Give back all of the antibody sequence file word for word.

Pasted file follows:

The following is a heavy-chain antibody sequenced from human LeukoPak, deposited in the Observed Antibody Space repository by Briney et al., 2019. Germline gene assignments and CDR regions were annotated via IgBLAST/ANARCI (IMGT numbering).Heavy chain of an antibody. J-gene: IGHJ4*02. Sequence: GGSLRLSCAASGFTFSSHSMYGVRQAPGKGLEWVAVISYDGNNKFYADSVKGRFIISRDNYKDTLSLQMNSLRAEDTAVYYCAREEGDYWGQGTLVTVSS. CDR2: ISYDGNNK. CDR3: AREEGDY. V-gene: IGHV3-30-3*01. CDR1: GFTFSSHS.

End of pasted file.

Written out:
The following is a heavy-chain antibody sequenced from human LeukoPak, deposited in the Observed Antibody Space repository by Briney et al., 2019. Germline gene assignments and CDR regions were annotated via IgBLAST/ANARCI (IMGT numbering).Heavy chain of an antibody. J-gene: IGHJ4*02. Sequence: GGSLRLSCAASGFTFSSHSMYGVRQAPGKGLEWVAVISYDGNNKFYADSVKGRFIISRDNYKDTLSLQMNSLRAEDTAVYYCAREEGDYWGQGTLVTVSS. CDR2: ISYDGNNK. CDR3: AREEGDY. V-gene: IGHV3-30-3*01. CDR1: GFTFSSHS.